I was the staff vice president of NADA when I first met Lee Iacocca. My first impression: What a sales guy!
We were sitting in the green room behind the stage in San Francisco where Lee was about to address the annual NADA convention general session. As he shuffled his speech deck he asked how many people were in the audience. I told him the hall held about 5,500 people but it was standing-room-only so he could expect about 6,000 -- any more would get the hall shut down by the fire marshal. He walked onstage a minute later, took off his watch dramatically, stared out into the crowd and announced, "I have just been told by J Ferron that over 8,000 dealers are in this room today, an all-time NADA record crowd!" He proceeded to give a rip-roaring speech and got a standing ovation from all (8,000!) filling the hall.
Lee, of course, was shocked when he was fired by Henry Ford II. But the event had some stage setting that should be part of Lee's and Henry Ford II's history.
A young chief of Ford powertrain and transmissions, who happens to be a friend of mine, was asked by Ford to deliver a detailed review of future engines to the Ford board of directors on July 13, 1978. The request was unusual because of the length of the presentation -- complete with mockups and everything -- but also because Mr. Ford told Hank Nickol to "take it slow." Mr. Ford also told Hank not to worry if he left the presentation after he introduced him. During that presentation Mr. Ford left the room and fired Lee. For Hank's part, the engine presentation went well, but he didn't hear about Lee's firing until he got home that night.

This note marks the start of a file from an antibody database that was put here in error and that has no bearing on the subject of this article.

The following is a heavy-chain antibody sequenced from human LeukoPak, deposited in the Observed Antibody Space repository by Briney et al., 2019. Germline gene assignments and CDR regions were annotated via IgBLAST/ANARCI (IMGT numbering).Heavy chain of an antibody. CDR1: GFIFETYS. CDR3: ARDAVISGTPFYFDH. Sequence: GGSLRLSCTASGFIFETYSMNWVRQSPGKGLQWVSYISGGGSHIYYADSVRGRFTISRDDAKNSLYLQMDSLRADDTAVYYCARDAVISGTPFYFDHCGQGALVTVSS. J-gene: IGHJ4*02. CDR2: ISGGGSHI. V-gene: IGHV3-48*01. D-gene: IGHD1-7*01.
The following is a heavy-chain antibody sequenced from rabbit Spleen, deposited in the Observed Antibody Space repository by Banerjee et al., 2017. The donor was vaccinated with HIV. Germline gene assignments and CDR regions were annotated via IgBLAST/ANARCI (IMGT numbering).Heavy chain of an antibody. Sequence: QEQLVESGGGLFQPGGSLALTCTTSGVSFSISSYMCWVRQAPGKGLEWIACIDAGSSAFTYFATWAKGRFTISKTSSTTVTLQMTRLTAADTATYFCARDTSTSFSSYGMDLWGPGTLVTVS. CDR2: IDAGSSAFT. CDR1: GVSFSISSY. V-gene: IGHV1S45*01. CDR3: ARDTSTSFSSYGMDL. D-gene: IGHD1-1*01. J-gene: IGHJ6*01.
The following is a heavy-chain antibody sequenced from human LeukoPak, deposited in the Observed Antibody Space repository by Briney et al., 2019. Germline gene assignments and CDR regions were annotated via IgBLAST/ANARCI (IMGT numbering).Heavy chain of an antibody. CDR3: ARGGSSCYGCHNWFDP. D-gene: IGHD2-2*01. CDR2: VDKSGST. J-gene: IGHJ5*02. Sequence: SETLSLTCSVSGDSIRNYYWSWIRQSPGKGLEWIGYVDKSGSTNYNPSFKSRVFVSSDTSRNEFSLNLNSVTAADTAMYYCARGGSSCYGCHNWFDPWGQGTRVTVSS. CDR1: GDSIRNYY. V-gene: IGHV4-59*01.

Lee was furious at NADA another time he was going to address the annual convention, this time in Las Vegas. He planned to announce that all future Chrysler franchise agreements would include a clause requiring mandatory arbitration on disputes with dealers. Needless to say, NADA opposed this vehemently. Its general counsel, Walt Huizenga, slipped a letter under the door of Lee's suite stating that any announcement about mandatory arbitration would trigger lawsuits backed by NADA in every state with a dealer manufacturer licensing law -- 49 at the time. Lee dropped that part of the speech, but we were told his blood pressure soared.
But Lee had a sense of humor as large as any cigar he chomped.
At the Fairmont Hotel presidential suite in San Francisco and surrounded by NADA officers, Lee noted that his family dog was fidgety and needed relief. He designated one of the dozen or so senior Chrysler executives in his ever-present entourage to take the dog down the elevator and outside.
Each time an executive returned with the dog Lee wanted to know if the dog "had done her business." Three times he was told, no. He pressed where the executives were walking the pet and was told that they all crossed the street in front of the hotel and walked around the grass at the Flood Mansion.
Lee cracked, "You all might be great car guys but you can't tell the difference between a city dog and a country one. My dog needs to get relief on pavement to be comfortable, not grass!"
J Ferron is director of strategic development at Automotive News and director of judging for the Automotive News PACE Awards.